Negotiations were broached for Hopkins to challenge Maskaev for the title in an HBO pay-per-view televised bout for June of 2007. Alas, the fight would not come to fruition. Since Maskaev knocked out Rahman, no American has even come close to winning a portion of the heavyweight title, despite numerous attempts at challenging for the title being made.
“I was watching that fight and it when it was over, it hit me,” Hopkins told Smith. “Rahman was supposed to be the last line of defense for the American heavyweights. He couldn’t do it. But I was inspired to come back and do it. It’s not something that is unheard of. Michael Spinks did it. Roy Jones did it. I can do it.”
Hopkins brought up fighting a heavyweight once more, when he called out then WBA titleholder David Haye after outpointing rival Roy Jones Jr. in 2010.
Now nearing 50 years old, one would assume it farfetched for Hopkins to do the unthinkable and go after a heavyweight title. But really, it seems to be the best way for him to try and enhance that legacy even more.
Currently in possession of a heavyweight belt is Russia’s Alexander Povetkin, who won what the WBA calls its “regular” heavyweight title against Ruslan Chagaev in August of 2011. Wladimir Klitschko is the true WBA champ.
Povetkin has won three consecutive fights since then, with the closest call coming against a smaller man, cruiserweight beltholder Marco Huck, last February.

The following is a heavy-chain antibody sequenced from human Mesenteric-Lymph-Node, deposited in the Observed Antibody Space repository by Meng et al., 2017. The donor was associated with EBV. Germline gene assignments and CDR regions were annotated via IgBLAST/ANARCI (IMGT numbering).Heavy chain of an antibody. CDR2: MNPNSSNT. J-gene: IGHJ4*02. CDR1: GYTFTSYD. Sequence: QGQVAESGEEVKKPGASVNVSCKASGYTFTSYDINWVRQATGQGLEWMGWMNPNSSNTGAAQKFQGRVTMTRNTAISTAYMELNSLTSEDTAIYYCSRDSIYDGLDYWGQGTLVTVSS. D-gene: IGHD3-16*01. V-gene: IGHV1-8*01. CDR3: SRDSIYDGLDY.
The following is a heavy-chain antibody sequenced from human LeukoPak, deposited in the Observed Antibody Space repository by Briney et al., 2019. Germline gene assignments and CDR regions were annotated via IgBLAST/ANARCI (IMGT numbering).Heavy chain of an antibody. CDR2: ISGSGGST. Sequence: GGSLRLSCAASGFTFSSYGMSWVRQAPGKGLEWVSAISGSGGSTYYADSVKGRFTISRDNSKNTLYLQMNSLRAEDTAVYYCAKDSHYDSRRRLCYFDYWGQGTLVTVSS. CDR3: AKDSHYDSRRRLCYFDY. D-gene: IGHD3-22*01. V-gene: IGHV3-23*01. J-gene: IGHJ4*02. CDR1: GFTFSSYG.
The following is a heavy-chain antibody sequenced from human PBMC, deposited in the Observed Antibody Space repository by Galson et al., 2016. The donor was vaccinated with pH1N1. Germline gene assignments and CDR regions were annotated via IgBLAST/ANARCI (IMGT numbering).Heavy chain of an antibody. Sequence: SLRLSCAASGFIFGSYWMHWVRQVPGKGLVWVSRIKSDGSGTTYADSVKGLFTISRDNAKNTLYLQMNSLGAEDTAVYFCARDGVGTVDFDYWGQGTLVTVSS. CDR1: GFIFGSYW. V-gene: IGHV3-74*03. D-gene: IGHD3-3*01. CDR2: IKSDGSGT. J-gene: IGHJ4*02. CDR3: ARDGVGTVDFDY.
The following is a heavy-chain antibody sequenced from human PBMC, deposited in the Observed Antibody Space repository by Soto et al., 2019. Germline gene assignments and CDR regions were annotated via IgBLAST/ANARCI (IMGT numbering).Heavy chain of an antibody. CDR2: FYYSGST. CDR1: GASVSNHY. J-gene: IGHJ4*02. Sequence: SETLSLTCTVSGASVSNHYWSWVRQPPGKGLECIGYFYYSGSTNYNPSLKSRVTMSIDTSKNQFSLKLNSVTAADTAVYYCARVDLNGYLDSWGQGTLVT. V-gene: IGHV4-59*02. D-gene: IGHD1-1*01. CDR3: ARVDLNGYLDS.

Though Maskaev was a weak champion even by today’s standards, he could punch and generally he came into fights in decent shape.
Povetkin is a much smaller heavyweight, never weighing more than 230 pounds, and he lacks the big punch that was Maskaev’s equalizer against Rahman.
To top things off, one of Povetkin’s biggest issues is his general lack of conditioning, which almost cost him his title against Huck as he huffed and puffed his way to the finish line. Hopkins has been able to fight at a high level at his advanced age due to the fact that even in between fights, he never allows himself to get out of shape.
Hopkins made it clear after the victory over Cloud on Saturday that he plans on fighting on, but he also suggested that whatever fight he chooses must be one where there is something big on the line.
“’If I’m not motivated, and the competition is not there, if it’s a meaningless fight, it’s time to roll, man,” Hopkins said by phone Sunday to Dan Gelston of the Associated Press.
Truth is, he doesn’t have many marketable challenges.
Chad Dawson is recognized as the legitimate 175-pound champion and Hopkins was not the better man when the two settled things last year in a decision victory for Dawson. The other viable name that exists for Hopkins to add to his resume is that of 2004 Olympic gold medalist and 168-pound king Andre Ward. However, Hopkins has said he wouldn’t fight Ward, his “protégé” in his words, for even 15 million dollars.